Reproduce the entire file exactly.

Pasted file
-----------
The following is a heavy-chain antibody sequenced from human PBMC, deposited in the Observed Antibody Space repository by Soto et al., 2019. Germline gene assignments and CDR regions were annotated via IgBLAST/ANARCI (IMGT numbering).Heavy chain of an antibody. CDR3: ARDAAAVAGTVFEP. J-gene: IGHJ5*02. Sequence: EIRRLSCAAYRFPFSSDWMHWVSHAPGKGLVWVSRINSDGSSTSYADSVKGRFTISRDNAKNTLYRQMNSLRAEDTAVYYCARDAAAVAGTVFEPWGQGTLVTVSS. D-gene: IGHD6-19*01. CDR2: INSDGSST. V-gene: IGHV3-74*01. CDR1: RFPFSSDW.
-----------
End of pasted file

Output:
The following is a heavy-chain antibody sequenced from human PBMC, deposited in the Observed Antibody Space repository by Soto et al., 2019. Germline gene assignments and CDR regions were annotated via IgBLAST/ANARCI (IMGT numbering).Heavy chain of an antibody. CDR3: ARDAAAVAGTVFEP. J-gene: IGHJ5*02. Sequence: EIRRLSCAAYRFPFSSDWMHWVSHAPGKGLVWVSRINSDGSSTSYADSVKGRFTISRDNAKNTLYRQMNSLRAEDTAVYYCARDAAAVAGTVFEPWGQGTLVTVSS. D-gene: IGHD6-19*01. CDR2: INSDGSST. V-gene: IGHV3-74*01. CDR1: RFPFSSDW.